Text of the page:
The Honolulu Zoo called the elephant Mele Kahea– similar to Mila. The Ratcliffes called her Jumbo. Unclear is whether Jumbo became her working name, or was just her performing name.
Performing elephants typically are advertised and introduced to crowds under one name, to which they will not respond if the name is shouted by strangers, but are handled by a different name, less
likely to be heard from a stranger. Commands are also often given in a language that the elephant is unlikely to hear from strangers.
The Auckland Zoo, for instance, reportedly trains elephants to respond only to commands given in Hindi.
Dissolving the Whirling Brothers Circus in 2007, the Ratcliffes sold Mila to the Weber Brothers Circus in 2007, after a failed attempt to retire her to the Western Plains Zoo near Dubbo, New South Wales, Australia. Tony Ratcliffe continued as her trainer, handling her for 31 years altogether. Mila toured with the Loritz Circus until 2009. Turned over to the New Zealand SPCA in
late 2009, Mila remained in SPCA custody but was housed at the Franklin Zoo until she could be moved to a sanctuary.
“Loritz Circus were meant to build a place for her and it didn’t eventuate,” Tony Ratcliffe told Radio New Zealand after Scofield’s death. “They dumped her on the SPCA, who held her standing in her own faeces, urine and hay for three days,” Ratcliffe alleged, “until they called me to help. I got that situation resurrected and took her to the (Franklin) zoo that didn’t want me. Then they rang and said we need your help to get her out of the trailer.”
There was a long history of friction between the circus handlers and Schofield, who reportedly told a group of about 50 visitors only two-and-a-half hours before her death that she first met Mila in 1990, and believed Mila had been traumatized by circus life. This had included the Ratcliffes’ use of the ankus, or “bullhook,” commonly used by circus elephant trainers but prohibited at PAWS and the Elephant Sanctuary in Tennessee.
After Schofield’s death, “Tony Ratcliffe’s lawyer Cheryl Simes said–via press release–that she had contacted Helen Schofield on Ratcliffe’s behalf last week after Schofield made ‘defamatory’ statements regarding the elephant’s care and condition before she arrived at Auckland’s Franklin Zoo,” reported Louise Risk of the Dominion Post.
“I had hoped to be able to discuss this with Helen Schofield,” Tony Ratcliffe told Risk. “I know we had different views about circus animals. I had hoped we could get the facts straight about Jumbo’s background, and then agree to disagree about wider issues, and maybe work together for what was best for Jumbo in her particular situation. Tragically we have lost that opportunity.”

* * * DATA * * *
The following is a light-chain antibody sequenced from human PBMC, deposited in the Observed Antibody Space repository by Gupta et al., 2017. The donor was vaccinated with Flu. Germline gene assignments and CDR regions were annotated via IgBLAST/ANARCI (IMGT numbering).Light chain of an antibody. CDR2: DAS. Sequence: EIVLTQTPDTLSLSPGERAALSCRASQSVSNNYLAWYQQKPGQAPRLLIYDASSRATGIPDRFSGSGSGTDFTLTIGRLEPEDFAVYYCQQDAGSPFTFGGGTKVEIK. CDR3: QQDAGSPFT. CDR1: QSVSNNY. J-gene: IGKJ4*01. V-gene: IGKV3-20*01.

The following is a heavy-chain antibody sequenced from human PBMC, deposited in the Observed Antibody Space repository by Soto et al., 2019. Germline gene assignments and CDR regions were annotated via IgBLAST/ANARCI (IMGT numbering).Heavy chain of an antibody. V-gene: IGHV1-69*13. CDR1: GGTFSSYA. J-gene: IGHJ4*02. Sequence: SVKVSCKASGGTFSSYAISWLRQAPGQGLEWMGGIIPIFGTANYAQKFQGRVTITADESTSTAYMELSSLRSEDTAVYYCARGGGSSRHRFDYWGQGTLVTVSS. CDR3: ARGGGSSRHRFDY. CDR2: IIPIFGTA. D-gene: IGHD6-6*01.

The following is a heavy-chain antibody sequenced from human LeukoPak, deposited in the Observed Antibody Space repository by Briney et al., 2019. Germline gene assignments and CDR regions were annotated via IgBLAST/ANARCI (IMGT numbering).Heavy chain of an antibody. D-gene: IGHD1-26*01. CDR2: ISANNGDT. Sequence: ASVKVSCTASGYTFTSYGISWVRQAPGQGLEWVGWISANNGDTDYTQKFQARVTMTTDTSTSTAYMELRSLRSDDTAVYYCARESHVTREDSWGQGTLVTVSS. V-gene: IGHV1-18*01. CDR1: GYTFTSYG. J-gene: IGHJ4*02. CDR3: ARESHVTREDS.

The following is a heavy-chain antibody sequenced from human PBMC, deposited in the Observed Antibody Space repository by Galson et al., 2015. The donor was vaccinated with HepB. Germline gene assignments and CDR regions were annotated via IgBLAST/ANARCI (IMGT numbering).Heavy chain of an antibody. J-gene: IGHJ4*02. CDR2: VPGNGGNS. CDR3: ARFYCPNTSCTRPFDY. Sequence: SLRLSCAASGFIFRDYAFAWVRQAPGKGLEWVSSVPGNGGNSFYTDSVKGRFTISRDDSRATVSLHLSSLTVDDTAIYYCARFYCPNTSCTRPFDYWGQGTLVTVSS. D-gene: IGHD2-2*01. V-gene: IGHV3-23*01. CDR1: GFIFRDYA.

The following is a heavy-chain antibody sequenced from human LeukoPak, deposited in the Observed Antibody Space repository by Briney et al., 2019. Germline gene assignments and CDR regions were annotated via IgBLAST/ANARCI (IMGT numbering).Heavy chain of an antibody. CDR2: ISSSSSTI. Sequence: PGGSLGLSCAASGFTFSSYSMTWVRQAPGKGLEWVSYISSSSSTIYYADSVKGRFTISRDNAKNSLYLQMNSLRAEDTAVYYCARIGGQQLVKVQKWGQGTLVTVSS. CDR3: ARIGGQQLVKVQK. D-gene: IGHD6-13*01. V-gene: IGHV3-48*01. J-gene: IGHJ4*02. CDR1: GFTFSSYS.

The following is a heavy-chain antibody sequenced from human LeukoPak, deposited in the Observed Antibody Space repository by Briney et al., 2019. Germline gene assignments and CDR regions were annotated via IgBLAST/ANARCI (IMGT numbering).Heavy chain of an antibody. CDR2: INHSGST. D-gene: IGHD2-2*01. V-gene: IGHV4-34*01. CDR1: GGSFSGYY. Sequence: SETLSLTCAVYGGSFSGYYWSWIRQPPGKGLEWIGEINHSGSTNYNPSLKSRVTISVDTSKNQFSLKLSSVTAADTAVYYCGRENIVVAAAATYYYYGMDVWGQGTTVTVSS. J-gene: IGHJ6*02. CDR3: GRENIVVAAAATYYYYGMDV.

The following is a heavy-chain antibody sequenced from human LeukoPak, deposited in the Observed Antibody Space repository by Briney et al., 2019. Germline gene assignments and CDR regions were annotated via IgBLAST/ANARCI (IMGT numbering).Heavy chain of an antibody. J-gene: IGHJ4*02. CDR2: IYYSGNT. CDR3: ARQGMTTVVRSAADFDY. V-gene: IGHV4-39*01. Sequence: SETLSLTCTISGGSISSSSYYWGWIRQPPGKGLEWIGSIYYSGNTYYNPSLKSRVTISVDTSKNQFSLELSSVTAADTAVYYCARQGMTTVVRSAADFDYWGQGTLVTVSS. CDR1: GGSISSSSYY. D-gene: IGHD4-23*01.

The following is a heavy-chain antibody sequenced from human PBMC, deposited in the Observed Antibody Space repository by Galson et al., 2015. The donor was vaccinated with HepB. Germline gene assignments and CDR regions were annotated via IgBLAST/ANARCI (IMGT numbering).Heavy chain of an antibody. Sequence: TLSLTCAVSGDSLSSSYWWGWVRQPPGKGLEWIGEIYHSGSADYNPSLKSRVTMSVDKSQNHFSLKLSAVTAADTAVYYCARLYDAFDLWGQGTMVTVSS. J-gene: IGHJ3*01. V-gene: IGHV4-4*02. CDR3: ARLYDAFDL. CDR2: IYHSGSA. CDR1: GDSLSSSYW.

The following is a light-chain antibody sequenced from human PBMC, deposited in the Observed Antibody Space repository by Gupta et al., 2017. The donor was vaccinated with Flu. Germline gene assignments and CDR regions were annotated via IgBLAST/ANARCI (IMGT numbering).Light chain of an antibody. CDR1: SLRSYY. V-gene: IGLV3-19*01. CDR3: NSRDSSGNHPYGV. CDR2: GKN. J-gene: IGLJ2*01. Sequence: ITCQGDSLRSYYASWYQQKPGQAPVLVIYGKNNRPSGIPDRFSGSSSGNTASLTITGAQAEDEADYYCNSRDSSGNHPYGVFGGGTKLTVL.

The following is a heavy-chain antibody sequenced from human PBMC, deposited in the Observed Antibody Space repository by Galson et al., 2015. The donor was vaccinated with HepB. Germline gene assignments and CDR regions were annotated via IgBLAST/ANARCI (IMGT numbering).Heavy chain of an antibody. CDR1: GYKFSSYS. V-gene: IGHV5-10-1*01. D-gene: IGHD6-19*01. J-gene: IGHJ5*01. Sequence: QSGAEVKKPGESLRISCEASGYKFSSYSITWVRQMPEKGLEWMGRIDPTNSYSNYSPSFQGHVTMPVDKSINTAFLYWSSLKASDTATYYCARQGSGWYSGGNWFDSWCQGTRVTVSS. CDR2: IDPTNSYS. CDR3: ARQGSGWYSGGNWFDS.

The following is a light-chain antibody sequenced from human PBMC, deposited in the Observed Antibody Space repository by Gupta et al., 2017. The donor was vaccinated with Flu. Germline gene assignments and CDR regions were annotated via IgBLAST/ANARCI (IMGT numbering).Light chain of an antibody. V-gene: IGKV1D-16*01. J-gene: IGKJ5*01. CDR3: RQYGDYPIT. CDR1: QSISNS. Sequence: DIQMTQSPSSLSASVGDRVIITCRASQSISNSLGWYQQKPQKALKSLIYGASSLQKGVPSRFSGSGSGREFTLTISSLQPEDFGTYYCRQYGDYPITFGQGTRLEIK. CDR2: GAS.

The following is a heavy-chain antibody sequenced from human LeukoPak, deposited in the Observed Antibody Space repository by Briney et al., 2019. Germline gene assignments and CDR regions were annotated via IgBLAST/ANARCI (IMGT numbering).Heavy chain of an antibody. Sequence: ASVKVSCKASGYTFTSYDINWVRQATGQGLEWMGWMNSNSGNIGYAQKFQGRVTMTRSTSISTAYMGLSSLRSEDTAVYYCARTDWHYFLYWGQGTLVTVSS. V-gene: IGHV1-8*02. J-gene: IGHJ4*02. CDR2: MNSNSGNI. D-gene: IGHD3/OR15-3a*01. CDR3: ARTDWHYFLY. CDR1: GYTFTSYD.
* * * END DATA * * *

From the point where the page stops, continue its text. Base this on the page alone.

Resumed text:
“Many reasons can be found for accidents and elephant attacks,” Tony Ratcliffe continued. “I do not and will not subscribe to the theory that they don’t attack unless they have been mistreated.” Tony Ratcliffe cited a 1954 incident at the Auckland Zoo, in which an elephant named Jamuna killed handler Frank Lane.
“Allegations have been repeated through the years–and recently on television–that Jumbo was mistreated while in the circus,” Tony Ratcliffe said. “I reject those allegations completely. I have
handled and worked with over 40 elephants in both circuses and zoos, and the elephants I have been involved with have all had very good handling right from an early age.”
His brother, Robin Ratcliffe, founder of the Hamil-ton engineering firm Modern Transport Engineers, suggested that Mila was most traumatized by prolonged separation from Tony Ratcliffe,
who had been prohibited from visiting her.
Shortly after Schofield’s death, Tony and Robin Ratcliffe were refused entry to the Franklin Zoo, the New Zealand Herald reported.
The Ratcliffes’ contentions were reinforced by former Whirling Brothers Circus magician Evelyn Strugnell, of Palmerston North. Strugnell “rode, performed with, and walked Mila,” wrote Jessica Sutton of the Manawatu Standard. Strugnell “did acts where the elephant would walk over her,” Sutton recalled.
“They should never have changed her name,” Strugnell opined, though whether Mila’s working name was actually changed is unclear.
“It’s like a dog,” Strugnell said. “if you change its name, when you call out the new name these animals don’t know what you’re talking about.”
Former Franklin Zoo elephant handler Bruce Ireland told the New Zealand Herald that “Mila showed aggressive and unsettled behavior,” in his experience with her. “Ireland worked at Auckland Zoo for 27 years, 18 of them with its elephants, and said he was brought in because Dr. Schofield had no experience dealing with elephants,” the New Zealand Herald said. According to the New Zealand Herald, Ireland “worked with Dr. Schofield for about three months when Mila arrived at Franklin Zoo, but lost his job because the zoo could not afford to keep him on.”
Said Ireland, “You never went in with her–because she was just too dangerous. It was a case of there was one guy, Tony Ratcliffe, who could handle her, and he was the only one who could handle her.”